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Widow of late Tunisia leader Essebsi dies as presidential poll opens

Chadlia Caid Essebsi, the wife of the late Tunisian president Beji Caid Essebsi, passed away on Sunday as the first round of elections to select her husband’s successor began, their son announced.

Chadlia Caid Essebsi and her son Hafedh welcomed world leaders who travelled to Tunisia to pay their respects to the late president Beji Caid Essebsi in July (Picture by AFP)
Chadlia Caid Essebsi and her son Hafedh welcomed world leaders who travelled to Tunisia to pay their respects to the late president Beji Caid Essebsi in July (Picture by AFP)

“My mother Chadlia, widow of Beji Caid Essebsi, is dead, may God bless her,” Hafedh Caid Essebsi said on Facebook.

In late July, the 83-year-old had welcomed heads of state who came to pay their respects to her husband, Tunisia’s first president elected democratically by universal suffrage who died at the age of 92.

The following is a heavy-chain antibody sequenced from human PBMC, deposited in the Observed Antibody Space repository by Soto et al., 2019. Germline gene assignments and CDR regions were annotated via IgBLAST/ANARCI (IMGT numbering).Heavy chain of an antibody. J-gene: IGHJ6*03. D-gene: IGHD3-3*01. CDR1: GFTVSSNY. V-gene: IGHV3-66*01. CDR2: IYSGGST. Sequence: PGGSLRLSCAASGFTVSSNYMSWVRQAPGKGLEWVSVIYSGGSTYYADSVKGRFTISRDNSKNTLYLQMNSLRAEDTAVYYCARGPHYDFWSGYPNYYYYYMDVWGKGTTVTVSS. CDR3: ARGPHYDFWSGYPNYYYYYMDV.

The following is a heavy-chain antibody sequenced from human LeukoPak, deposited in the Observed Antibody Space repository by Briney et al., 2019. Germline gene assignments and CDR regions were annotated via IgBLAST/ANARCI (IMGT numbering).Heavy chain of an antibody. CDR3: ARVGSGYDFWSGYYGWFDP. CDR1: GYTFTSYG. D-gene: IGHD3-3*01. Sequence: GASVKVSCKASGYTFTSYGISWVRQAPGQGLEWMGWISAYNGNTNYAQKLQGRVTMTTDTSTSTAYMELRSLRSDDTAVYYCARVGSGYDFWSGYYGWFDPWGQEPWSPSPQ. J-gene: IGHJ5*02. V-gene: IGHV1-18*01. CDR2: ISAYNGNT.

Elegant and discreet, she rarely appeared in public, in contrast to previous post-independence Tunisian first ladies, Leila Ben Ali and Wassila Bourguiba.

“We tell each other everything and he always asks my opinion,” she said in a rare interview with Leaders magazine in November 2014, during her husband’s campaign.

“This time, I felt that he was so eager to save Tunisia that I couldn’t stop him. Sacrifices must be made when it is for one’s homeland. Since then, I have undertaken necessary increased security measures, but we try to maintain the same pace of life.”

The couple had two daughters and two sons, including Hafedh, who took over the party founded by his father, Nidaa Tounes, at the cost of a power struggle that weakened the party.

Millions of Tunisians were headed to the polls on Sunday to choose Essebsi’s successor in an election brought forward from November after his death weeks before the end of his mandate.

Tunisia was the birthplace of the Arab Spring uprisings and has been hailed as a rare example of democratic progress after its revolution that ousted longtime autocrat Zine El Abidine Ben Ali. AFP